Economic and demographic development in Reunion Island.

Reunion, this overseas territory, with its heavenly beaches and volcanic land, offers attractive investment prospects, whether for residential or commercial real estate !

Indeed, Reunion has been enjoying a significant economic and demographic boom for many years: + 42% GDP between 2008 and 2018 and + 7.5% population growth between 2007 and 2017.

Population growth creates a need for additional housing, while economic growth creates a need for additional commercial and office space.

INSEE and DEAL have carried out a study on the housing outlook for Reunion by 2035. This study shows a need for 169,000 additional housing units by 2035, which varies according to the region (the greatest need is in the CINOR, CIVIS, and TCO regions).

This housing need is related to the increase in the number of households on the Island, from 306,000 households in 2013 to 419,100 households in 2035 (medium scenario).

Several factors explain this increase in the number of households. Currently, Reunion has a population of nearly 859,000 (of which 15.6% are over 60 years old) and is expected to reach nearly one million by 2035. Although demographic change in Reunion accounts for half of this increase, it is not the only factor considered in this study.

The decline in household size should also have an impact on housing demand. In 2013, households in Reunion were composed of 2.7 persons and are expected to decrease to 2.3 persons in 2035. The aging of the population and changes in cohabitation patterns are the main causes: aging households are generally composed of two people and more and more households are composed of one person (later pairing, more frequent separation...).

This puts the annual housing need at 7680, yet in 2019, 7260 new homes were authorized and started, a 4.2% decrease from 2018.[1]

Currently, 89% of housing units are occupied as primary residences, 44% of which are rented. The demand for rental housing in Reunion is very high and therefore makes it possible to envisage a serene real estate operation, by minimizing the risk of vacancy.

In order to stimulate housing construction, several tax measures have been put in place overseas.

Tax exemption in Reunion Island was very successful until 2008 thanks to the various governmental measures implemented since 1986 (Pons law, Paul law, Scellier law, Girardin law, Duflot law and now Pinel law). At that time, it was possible to combine tax reduction, rental profitability and capital gain on resale. The economic and real estate crisis of 2008 has strongly contributed to the slowdown of these investments. In particular, this golden era had seen the emergence of unscrupulous and opportunistic developers, which have damaged the aversion of investors.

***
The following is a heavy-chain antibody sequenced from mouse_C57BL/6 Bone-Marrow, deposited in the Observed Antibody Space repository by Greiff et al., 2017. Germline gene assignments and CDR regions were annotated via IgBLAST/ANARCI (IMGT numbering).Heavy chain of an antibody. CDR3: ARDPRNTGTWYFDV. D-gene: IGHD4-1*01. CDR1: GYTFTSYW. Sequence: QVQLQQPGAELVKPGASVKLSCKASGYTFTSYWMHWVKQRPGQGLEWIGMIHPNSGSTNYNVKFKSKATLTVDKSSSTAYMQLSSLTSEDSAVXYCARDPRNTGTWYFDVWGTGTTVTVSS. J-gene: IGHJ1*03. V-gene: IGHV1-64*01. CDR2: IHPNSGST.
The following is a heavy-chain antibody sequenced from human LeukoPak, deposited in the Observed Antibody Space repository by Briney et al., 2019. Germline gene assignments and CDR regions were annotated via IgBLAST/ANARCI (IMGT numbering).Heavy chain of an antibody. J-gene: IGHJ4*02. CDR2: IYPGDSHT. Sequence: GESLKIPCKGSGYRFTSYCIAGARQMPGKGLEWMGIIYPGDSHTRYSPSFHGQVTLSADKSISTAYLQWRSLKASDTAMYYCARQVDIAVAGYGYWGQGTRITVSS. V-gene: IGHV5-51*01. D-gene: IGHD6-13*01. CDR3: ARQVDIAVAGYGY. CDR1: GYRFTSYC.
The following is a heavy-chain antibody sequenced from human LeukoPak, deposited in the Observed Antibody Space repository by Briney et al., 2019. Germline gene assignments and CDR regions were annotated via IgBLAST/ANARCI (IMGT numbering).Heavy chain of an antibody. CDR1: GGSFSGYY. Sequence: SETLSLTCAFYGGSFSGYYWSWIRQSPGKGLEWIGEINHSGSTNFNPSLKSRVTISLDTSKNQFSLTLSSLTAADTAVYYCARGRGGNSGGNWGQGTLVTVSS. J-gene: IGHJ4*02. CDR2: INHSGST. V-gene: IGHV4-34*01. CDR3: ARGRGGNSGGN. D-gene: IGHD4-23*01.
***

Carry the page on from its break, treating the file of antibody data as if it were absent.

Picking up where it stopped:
Although this era is now over and has had some setbacks, it is still advantageous to invest in real estate in Reunion Island. In addition to the tax advantages, the operation aims to build up a long-term asset base, as the increase in prices in Reunion no longer allows for a short-term capital gain. New property prices have risen sharply and there is now a significant gap between them and old property. It is therefore important to focus on premium locations and quality constructions, which will be valued in the long term.

Whether you opt for a long-term rental investment, favored by tax exemption schemes or for a seasonal rental, Reunion Island is a good bet for prospective investors.

For a long time based on coffee and sugar cane cultivation, Reunion's economy is now turning more towards services (especially tourism, IT, transport and services to people and companies) but also aquaculture and the development of renewable energies. The main port of Reunion (Pointe des galets) is the only French port which fulfils the functions of a marina, a commercial port, a fishing port, a maritime station and a naval base (3rd French naval base).

In general, the economy of Reunion Island has been completely transformed since the departmentalization in 1946, from an agricultural colony to a modern region. The GDP has been increasing steadily since the 1990s. It is the French region with the highest growth rate until 2007 with an average of 5% per year. Despite the crisis of 2008 and the economic slowdown, the island saw a growth of 42% between 2008 and 2018. Even if the GDP remains lower than that of metropolitan France (€22,200 per capita in 2018 compared to €32,900 for metropolitan France[2]), and the unemployment rate significant, the state promotes and supports the development of employment and business creation, including with the PETREL 1 plan adopted in October 2019 and the PETREL 2 plan implemented in June 2020 in order to cope with the consequences of COVID 19.

Although the rate of growth has slowed down in recent years and is likely to slow down again after the COVID 19 pandemic (just like in mainland France), investing in residential or commercial real estate in Reunion Island remains attractive:

  • Demographic growth remains unchanged and the need for housing is still substantial
  • The economy, even if it is experiencing difficulties, benefits from state support plans, the GDP remains growing, the number of companies is increasing (+ 11.8% of creation between 2015 and 2018)

[1 ] New construction in Reunion - DEAL - February 2020


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